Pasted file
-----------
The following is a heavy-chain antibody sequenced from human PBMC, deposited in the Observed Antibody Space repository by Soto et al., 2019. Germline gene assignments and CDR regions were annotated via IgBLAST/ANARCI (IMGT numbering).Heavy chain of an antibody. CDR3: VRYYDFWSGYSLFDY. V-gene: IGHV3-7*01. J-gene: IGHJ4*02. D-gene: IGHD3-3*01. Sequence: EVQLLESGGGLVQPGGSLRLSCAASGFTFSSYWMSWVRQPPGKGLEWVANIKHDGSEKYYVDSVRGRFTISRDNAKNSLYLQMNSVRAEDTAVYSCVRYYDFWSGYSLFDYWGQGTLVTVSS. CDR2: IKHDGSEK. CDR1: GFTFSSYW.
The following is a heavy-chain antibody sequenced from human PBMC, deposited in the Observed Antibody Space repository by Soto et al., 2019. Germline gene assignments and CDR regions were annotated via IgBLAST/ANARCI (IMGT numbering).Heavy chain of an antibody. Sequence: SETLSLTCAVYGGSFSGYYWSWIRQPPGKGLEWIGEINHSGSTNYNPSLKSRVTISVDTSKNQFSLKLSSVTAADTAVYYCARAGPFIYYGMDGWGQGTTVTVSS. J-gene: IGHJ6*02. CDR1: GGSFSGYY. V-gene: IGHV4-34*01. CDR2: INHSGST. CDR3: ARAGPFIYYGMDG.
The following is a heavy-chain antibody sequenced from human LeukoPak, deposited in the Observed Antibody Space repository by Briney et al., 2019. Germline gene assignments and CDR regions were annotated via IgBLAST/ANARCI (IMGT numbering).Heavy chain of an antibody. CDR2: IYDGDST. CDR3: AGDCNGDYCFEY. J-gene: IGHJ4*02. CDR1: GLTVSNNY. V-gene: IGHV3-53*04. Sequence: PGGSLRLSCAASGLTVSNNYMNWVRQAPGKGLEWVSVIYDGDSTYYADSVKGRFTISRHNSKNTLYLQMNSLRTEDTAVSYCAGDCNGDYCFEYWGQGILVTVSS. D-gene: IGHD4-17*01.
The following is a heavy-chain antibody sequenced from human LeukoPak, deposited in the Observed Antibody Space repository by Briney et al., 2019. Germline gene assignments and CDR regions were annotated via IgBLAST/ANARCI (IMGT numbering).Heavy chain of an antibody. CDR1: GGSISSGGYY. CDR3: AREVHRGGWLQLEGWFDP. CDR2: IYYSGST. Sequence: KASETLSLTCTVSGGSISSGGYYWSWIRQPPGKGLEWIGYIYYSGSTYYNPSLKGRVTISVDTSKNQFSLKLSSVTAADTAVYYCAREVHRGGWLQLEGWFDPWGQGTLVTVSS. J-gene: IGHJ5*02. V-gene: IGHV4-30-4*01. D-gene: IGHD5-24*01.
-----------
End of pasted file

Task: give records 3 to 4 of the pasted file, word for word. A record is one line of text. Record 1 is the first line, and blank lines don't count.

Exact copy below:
The following is a heavy-chain antibody sequenced from human LeukoPak, deposited in the Observed Antibody Space repository by Briney et al., 2019. Germline gene assignments and CDR regions were annotated via IgBLAST/ANARCI (IMGT numbering).Heavy chain of an antibody. CDR2: IYDGDST. CDR3: AGDCNGDYCFEY. J-gene: IGHJ4*02. CDR1: GLTVSNNY. V-gene: IGHV3-53*04. Sequence: PGGSLRLSCAASGLTVSNNYMNWVRQAPGKGLEWVSVIYDGDSTYYADSVKGRFTISRHNSKNTLYLQMNSLRTEDTAVSYCAGDCNGDYCFEYWGQGILVTVSS. D-gene: IGHD4-17*01.
The following is a heavy-chain antibody sequenced from human LeukoPak, deposited in the Observed Antibody Space repository by Briney et al., 2019. Germline gene assignments and CDR regions were annotated via IgBLAST/ANARCI (IMGT numbering).Heavy chain of an antibody. CDR1: GGSISSGGYY. CDR3: AREVHRGGWLQLEGWFDP. CDR2: IYYSGST. Sequence: KASETLSLTCTVSGGSISSGGYYWSWIRQPPGKGLEWIGYIYYSGSTYYNPSLKGRVTISVDTSKNQFSLKLSSVTAADTAVYYCAREVHRGGWLQLEGWFDPWGQGTLVTVSS. J-gene: IGHJ5*02. V-gene: IGHV4-30-4*01. D-gene: IGHD5-24*01.